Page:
However, other Muslim feminists embrace hijab, pointing out its tendency to de-sexualize women and therefore assist them in being treated less as an object and more as a person. Some conservative muslims follows the wearing of the hijab but did not prevent the woman from showing their adornment. Thus, one of the liberal view for the verse was intended for that time. And a general meaning of the verse for modesty can also be found from this.



Some liberal Muslims favor the idea of modern secular democracy with separation of church and state, and thus oppose Islam as a political movement.
The existence or applicability of Islamic law is questioned by many liberals. Their argument often involves variants of the Mu'tazili theory that the Qur'an is created by God for the particular circumstances of the early Muslim community, and reason must be used to apply it to new contexts.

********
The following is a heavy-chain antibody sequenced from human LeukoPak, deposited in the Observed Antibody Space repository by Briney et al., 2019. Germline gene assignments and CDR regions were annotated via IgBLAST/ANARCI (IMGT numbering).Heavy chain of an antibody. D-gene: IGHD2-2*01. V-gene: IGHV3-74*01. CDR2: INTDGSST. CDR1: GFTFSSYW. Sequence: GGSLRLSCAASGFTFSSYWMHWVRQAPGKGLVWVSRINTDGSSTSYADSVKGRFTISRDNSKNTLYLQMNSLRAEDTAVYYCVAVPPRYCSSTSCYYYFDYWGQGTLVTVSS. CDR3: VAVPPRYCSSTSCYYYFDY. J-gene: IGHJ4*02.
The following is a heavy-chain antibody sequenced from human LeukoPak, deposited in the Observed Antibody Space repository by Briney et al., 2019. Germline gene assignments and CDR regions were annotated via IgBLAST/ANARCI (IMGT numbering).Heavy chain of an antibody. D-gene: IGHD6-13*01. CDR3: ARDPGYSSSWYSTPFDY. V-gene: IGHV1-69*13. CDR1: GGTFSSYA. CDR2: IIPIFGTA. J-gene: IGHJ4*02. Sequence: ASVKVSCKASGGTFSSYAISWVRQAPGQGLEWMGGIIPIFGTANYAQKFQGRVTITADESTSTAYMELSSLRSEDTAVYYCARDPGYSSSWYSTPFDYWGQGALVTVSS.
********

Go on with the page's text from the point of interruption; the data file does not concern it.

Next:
Tolerance and non-violence

Tolerance is another key tenet of Liberal Muslims, who are generally open to interfaith dialogue and conflict resolution with such communities as Jews, Christians, Hindus, and the numerous factions within Islam.
Liberal Muslims are more likely to reflect the idea of jihad in terms of the widely accepted "internal spiritual struggle" rather than an "armed struggle." The ideals of non-violence are prevalent in Liberal Muslim ideology and backed by Qu'ranic text; "permission to fight is given only to those who have been oppressed... who have been driven from their homes for saying,'God is our Lord'" (22:39)


Reliance on secular scholarship